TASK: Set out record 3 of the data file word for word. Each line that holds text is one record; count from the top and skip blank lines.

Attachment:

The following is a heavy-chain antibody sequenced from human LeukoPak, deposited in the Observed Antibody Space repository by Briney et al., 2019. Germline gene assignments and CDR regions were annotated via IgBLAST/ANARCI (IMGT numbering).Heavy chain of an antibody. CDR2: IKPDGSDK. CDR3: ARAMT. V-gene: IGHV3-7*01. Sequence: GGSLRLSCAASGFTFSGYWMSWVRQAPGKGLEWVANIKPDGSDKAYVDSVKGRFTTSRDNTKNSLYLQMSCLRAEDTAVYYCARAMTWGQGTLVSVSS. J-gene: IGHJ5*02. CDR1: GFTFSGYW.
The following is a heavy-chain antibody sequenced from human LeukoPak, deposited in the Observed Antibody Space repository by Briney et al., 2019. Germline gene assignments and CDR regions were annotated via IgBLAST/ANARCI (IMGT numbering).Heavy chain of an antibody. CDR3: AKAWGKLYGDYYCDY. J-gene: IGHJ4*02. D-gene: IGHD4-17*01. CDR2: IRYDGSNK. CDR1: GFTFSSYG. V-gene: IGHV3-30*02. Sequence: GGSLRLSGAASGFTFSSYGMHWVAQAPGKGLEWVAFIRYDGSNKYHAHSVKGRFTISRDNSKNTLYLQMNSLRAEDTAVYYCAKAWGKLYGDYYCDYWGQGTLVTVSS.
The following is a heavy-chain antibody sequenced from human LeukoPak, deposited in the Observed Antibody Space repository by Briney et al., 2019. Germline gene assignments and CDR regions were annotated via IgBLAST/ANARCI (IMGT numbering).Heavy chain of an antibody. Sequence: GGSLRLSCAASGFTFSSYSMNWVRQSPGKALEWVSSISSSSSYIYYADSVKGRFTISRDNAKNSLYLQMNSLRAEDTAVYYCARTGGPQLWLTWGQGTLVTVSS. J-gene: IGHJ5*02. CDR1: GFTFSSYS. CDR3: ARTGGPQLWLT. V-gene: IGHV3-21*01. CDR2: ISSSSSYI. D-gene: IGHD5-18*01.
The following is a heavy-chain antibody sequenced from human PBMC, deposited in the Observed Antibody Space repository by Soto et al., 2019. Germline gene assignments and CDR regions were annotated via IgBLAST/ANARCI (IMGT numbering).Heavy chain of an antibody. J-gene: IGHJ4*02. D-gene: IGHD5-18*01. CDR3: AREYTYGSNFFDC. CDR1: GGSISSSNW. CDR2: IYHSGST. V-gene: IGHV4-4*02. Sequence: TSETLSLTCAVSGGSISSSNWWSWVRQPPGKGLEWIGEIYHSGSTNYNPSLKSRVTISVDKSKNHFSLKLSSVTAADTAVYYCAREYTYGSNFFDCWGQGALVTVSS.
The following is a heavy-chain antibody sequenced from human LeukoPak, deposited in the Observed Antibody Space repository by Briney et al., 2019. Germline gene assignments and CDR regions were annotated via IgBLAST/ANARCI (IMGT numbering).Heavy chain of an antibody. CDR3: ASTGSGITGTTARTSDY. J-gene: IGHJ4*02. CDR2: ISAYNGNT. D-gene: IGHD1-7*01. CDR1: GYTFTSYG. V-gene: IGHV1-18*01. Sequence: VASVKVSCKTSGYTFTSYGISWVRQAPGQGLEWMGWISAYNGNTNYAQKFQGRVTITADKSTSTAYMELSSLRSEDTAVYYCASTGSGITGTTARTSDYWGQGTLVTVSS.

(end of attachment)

The following is a heavy-chain antibody sequenced from human LeukoPak, deposited in the Observed Antibody Space repository by Briney et al., 2019. Germline gene assignments and CDR regions were annotated via IgBLAST/ANARCI (IMGT numbering).Heavy chain of an antibody. Sequence: GGSLRLSCAASGFTFSSYSMNWVRQSPGKALEWVSSISSSSSYIYYADSVKGRFTISRDNAKNSLYLQMNSLRAEDTAVYYCARTGGPQLWLTWGQGTLVTVSS. J-gene: IGHJ5*02. CDR1: GFTFSSYS. CDR3: ARTGGPQLWLT. V-gene: IGHV3-21*01. CDR2: ISSSSSYI. D-gene: IGHD5-18*01.